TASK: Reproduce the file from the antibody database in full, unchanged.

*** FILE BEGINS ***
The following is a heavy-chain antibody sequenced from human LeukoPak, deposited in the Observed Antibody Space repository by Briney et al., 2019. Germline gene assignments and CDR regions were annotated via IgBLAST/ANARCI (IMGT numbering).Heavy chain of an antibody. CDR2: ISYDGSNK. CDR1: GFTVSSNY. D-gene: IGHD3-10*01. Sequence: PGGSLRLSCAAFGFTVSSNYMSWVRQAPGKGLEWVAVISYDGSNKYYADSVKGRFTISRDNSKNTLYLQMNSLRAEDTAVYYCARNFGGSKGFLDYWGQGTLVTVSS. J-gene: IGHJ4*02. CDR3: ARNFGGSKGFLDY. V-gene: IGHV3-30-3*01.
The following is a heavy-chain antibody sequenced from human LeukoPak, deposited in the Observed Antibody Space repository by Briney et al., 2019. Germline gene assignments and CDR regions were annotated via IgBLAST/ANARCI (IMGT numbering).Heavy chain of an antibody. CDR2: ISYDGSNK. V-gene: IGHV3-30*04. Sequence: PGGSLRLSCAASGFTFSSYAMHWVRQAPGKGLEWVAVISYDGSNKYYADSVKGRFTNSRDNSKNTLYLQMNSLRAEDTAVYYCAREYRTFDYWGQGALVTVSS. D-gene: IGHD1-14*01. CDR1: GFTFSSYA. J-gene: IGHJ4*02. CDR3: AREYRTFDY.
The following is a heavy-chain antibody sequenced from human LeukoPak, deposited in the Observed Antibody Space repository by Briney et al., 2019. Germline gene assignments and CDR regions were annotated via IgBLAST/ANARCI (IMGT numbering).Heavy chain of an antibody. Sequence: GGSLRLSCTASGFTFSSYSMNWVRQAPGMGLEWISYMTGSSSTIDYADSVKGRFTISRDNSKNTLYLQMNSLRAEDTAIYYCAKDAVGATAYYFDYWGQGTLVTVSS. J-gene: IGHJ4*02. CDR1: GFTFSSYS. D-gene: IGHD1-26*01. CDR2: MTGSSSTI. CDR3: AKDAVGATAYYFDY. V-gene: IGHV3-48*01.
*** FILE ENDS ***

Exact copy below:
The following is a heavy-chain antibody sequenced from human LeukoPak, deposited in the Observed Antibody Space repository by Briney et al., 2019. Germline gene assignments and CDR regions were annotated via IgBLAST/ANARCI (IMGT numbering).Heavy chain of an antibody. CDR2: ISYDGSNK. CDR1: GFTVSSNY. D-gene: IGHD3-10*01. Sequence: PGGSLRLSCAAFGFTVSSNYMSWVRQAPGKGLEWVAVISYDGSNKYYADSVKGRFTISRDNSKNTLYLQMNSLRAEDTAVYYCARNFGGSKGFLDYWGQGTLVTVSS. J-gene: IGHJ4*02. CDR3: ARNFGGSKGFLDY. V-gene: IGHV3-30-3*01.
The following is a heavy-chain antibody sequenced from human LeukoPak, deposited in the Observed Antibody Space repository by Briney et al., 2019. Germline gene assignments and CDR regions were annotated via IgBLAST/ANARCI (IMGT numbering).Heavy chain of an antibody. CDR2: ISYDGSNK. V-gene: IGHV3-30*04. Sequence: PGGSLRLSCAASGFTFSSYAMHWVRQAPGKGLEWVAVISYDGSNKYYADSVKGRFTNSRDNSKNTLYLQMNSLRAEDTAVYYCAREYRTFDYWGQGALVTVSS. D-gene: IGHD1-14*01. CDR1: GFTFSSYA. J-gene: IGHJ4*02. CDR3: AREYRTFDY.
The following is a heavy-chain antibody sequenced from human LeukoPak, deposited in the Observed Antibody Space repository by Briney et al., 2019. Germline gene assignments and CDR regions were annotated via IgBLAST/ANARCI (IMGT numbering).Heavy chain of an antibody. Sequence: GGSLRLSCTASGFTFSSYSMNWVRQAPGMGLEWISYMTGSSSTIDYADSVKGRFTISRDNSKNTLYLQMNSLRAEDTAIYYCAKDAVGATAYYFDYWGQGTLVTVSS. J-gene: IGHJ4*02. CDR1: GFTFSSYS. D-gene: IGHD1-26*01. CDR2: MTGSSSTI. CDR3: AKDAVGATAYYFDY. V-gene: IGHV3-48*01.